White“I don’t like Chardonnay.”

I hear this all the time when I talk to friends, family and even strangers on the street about wine. I’ve even said it to myself as I choked down a heavy, buttery, oak-filled chard…usually hailing from California. These wines are difficult to pair well with food and, unless you enjoy the flavor of American, French or some other region’s oak trees, it’s no wonder you don’t like them.

Fact is, you’ve probably never really tasted this most noble of all white wine grapes. Through barrel fermentation and excessive aging in new oak, many wine makers so manipulate Chardonnay’s pure, fruity character that it’s nearly unrecognizable. It’s like making a hamburger from center-cut filet mignon…and drowning it with condiments–tasty to some, but at what point is it not really filet mignon anymore?

Luckily, some talented wine makers on Long Island believe in the purity of this grape’s true character. Through more judicious use of oak, or by not using it at all, they make some truly unique Chardonnays that are unlike any you’ve wrapped your tongue around.

If you really think you don’t like Chardonnay, and are sick of drinking Savignon Blanc, Riesling or Gewurtztraminer, Long Island offers several Chardonnays you should try. Remember, however, that any “Reserve” Chardonnay is probably going to be oaky and you should avoid those if it’s the fresh and the fruity that you crave.

So leave your ABC (Anything But Chardonnay) membership cards at home and try a couple of these.

Macari Vineyards’ 2003 Early Wine ($12) is 100% Chardonnay but I bet you’d never have guessed. Harvested in late September, bottled around Halloween and released just before Christmas, it is one of the crispest, freshest whites you’ll ever drink. With gentle lime flavor, green apple tartness and just a hint of sweetness, it’s extremely easy to drink. Just 400 cases were made and the 2003 vintage has sold out, but the 2004 is on its way this December.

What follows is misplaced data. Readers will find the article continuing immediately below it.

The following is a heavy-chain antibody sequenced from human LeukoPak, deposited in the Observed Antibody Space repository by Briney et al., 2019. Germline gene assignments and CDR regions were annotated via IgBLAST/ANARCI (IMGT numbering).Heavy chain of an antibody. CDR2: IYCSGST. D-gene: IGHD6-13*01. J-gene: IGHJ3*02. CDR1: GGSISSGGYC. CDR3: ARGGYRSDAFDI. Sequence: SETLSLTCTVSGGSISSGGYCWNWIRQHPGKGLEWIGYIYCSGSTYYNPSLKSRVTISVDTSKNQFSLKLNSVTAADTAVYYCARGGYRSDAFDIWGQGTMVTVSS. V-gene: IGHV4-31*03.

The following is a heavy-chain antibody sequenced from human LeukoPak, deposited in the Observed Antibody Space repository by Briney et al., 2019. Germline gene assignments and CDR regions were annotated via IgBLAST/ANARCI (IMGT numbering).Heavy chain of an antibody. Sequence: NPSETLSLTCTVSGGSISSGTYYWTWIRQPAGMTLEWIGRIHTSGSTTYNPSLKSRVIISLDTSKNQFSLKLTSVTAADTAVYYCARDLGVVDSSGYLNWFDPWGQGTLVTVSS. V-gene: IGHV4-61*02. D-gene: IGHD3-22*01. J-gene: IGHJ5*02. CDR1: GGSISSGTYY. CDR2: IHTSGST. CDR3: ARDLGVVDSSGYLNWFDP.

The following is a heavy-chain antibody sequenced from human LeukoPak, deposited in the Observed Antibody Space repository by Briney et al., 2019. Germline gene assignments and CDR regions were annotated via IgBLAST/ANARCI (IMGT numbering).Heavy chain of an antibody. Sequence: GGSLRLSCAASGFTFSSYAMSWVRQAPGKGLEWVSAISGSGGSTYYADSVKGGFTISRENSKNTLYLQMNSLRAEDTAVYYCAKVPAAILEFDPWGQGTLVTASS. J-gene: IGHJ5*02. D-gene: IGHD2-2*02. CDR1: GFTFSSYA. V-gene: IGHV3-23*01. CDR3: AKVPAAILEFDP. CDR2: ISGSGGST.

Another excellent example of an unoaked Chardonnay is offered by Peconic Bay Winery. Their 2002 Steel Fermented Chardonnay ($13) is fruit forward with lemon and lime–simple with just the right amount of acidity. It’s a great wine with food.

Two of my favorites are made by Channing Daugthers Winery–Channing Daugthers 2003 Scuttlehole Chardonnay ($14) and Channing Perrine 2001 Mudd Vineyard Cuvee Tropical Chardonnay ($17). The Scuttlehole is fermented in stainless steel and features elegant citrus and mineral character. It’s an excellent example of cold climate Chardonnay.

The Cuvee Tropical is one of the most unique Chardonnay experiences you’ll ever have. Made with the musque clone of Chardonnay, it is overflowing with exotic fruit, including mangoes and pineapples that linger on the tongue.

Yet another Chardonnay that dodges the adulteration of oak fermentation is the 2003 Bridge Lane Chardonnay ($13) from Lieb Family Cellars. Made in an approachable style, it’s even fruitier and more refreshing than the 2002 release, it’s delicious by itself or paired with lobster or shrimp.

These wines, along with many other Long Island Chardonnays are available both at the various vineyard tasting rooms and in local wine shops. Note that many of them are great buys and that’s because they don’t spend much, if any, time in expensive oak barrels. Cheaper to make means cheaper to buy.